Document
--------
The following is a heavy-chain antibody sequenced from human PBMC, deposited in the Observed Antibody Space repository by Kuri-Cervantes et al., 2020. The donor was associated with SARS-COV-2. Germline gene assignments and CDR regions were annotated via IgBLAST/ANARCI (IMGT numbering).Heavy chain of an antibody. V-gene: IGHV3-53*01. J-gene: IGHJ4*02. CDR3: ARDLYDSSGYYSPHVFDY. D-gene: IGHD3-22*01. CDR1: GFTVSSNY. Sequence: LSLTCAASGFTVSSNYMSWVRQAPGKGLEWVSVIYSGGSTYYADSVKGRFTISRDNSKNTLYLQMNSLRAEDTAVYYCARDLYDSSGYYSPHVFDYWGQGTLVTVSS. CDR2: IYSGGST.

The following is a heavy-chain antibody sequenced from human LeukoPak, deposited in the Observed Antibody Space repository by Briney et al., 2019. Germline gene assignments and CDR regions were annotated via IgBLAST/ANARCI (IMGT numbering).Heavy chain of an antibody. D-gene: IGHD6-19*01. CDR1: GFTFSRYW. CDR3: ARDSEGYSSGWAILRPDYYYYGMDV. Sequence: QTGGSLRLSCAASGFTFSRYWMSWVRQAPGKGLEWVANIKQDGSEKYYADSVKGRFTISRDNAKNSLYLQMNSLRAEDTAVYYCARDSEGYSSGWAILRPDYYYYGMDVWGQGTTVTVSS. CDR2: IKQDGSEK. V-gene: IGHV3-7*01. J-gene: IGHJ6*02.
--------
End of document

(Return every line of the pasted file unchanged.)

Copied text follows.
The following is a heavy-chain antibody sequenced from human PBMC, deposited in the Observed Antibody Space repository by Kuri-Cervantes et al., 2020. The donor was associated with SARS-COV-2. Germline gene assignments and CDR regions were annotated via IgBLAST/ANARCI (IMGT numbering).Heavy chain of an antibody. V-gene: IGHV3-53*01. J-gene: IGHJ4*02. CDR3: ARDLYDSSGYYSPHVFDY. D-gene: IGHD3-22*01. CDR1: GFTVSSNY. Sequence: LSLTCAASGFTVSSNYMSWVRQAPGKGLEWVSVIYSGGSTYYADSVKGRFTISRDNSKNTLYLQMNSLRAEDTAVYYCARDLYDSSGYYSPHVFDYWGQGTLVTVSS. CDR2: IYSGGST.

The following is a heavy-chain antibody sequenced from human LeukoPak, deposited in the Observed Antibody Space repository by Briney et al., 2019. Germline gene assignments and CDR regions were annotated via IgBLAST/ANARCI (IMGT numbering).Heavy chain of an antibody. D-gene: IGHD6-19*01. CDR1: GFTFSRYW. CDR3: ARDSEGYSSGWAILRPDYYYYGMDV. Sequence: QTGGSLRLSCAASGFTFSRYWMSWVRQAPGKGLEWVANIKQDGSEKYYADSVKGRFTISRDNAKNSLYLQMNSLRAEDTAVYYCARDSEGYSSGWAILRPDYYYYGMDVWGQGTTVTVSS. CDR2: IKQDGSEK. V-gene: IGHV3-7*01. J-gene: IGHJ6*02.